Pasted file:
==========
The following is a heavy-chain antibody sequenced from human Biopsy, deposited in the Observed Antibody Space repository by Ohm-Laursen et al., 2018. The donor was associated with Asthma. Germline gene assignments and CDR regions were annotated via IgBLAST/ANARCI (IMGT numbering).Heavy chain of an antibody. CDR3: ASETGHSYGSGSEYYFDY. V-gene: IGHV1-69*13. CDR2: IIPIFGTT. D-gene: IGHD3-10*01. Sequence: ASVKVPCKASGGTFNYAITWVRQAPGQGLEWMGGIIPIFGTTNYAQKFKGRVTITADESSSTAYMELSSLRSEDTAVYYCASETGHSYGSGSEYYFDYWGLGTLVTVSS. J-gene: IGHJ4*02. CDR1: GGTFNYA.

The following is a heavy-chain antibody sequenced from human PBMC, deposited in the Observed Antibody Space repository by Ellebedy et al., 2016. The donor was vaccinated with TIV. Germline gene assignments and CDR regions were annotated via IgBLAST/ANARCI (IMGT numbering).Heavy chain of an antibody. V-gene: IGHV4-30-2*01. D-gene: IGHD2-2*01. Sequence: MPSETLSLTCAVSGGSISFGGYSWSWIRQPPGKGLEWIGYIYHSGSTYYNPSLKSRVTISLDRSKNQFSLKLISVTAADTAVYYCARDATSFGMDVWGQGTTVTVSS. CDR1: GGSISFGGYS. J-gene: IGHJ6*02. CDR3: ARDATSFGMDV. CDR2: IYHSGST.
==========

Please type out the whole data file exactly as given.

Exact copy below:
The following is a heavy-chain antibody sequenced from human Biopsy, deposited in the Observed Antibody Space repository by Ohm-Laursen et al., 2018. The donor was associated with Asthma. Germline gene assignments and CDR regions were annotated via IgBLAST/ANARCI (IMGT numbering).Heavy chain of an antibody. CDR3: ASETGHSYGSGSEYYFDY. V-gene: IGHV1-69*13. CDR2: IIPIFGTT. D-gene: IGHD3-10*01. Sequence: ASVKVPCKASGGTFNYAITWVRQAPGQGLEWMGGIIPIFGTTNYAQKFKGRVTITADESSSTAYMELSSLRSEDTAVYYCASETGHSYGSGSEYYFDYWGLGTLVTVSS. J-gene: IGHJ4*02. CDR1: GGTFNYA.

The following is a heavy-chain antibody sequenced from human PBMC, deposited in the Observed Antibody Space repository by Ellebedy et al., 2016. The donor was vaccinated with TIV. Germline gene assignments and CDR regions were annotated via IgBLAST/ANARCI (IMGT numbering).Heavy chain of an antibody. V-gene: IGHV4-30-2*01. D-gene: IGHD2-2*01. Sequence: MPSETLSLTCAVSGGSISFGGYSWSWIRQPPGKGLEWIGYIYHSGSTYYNPSLKSRVTISLDRSKNQFSLKLISVTAADTAVYYCARDATSFGMDVWGQGTTVTVSS. CDR1: GGSISFGGYS. J-gene: IGHJ6*02. CDR3: ARDATSFGMDV. CDR2: IYHSGST.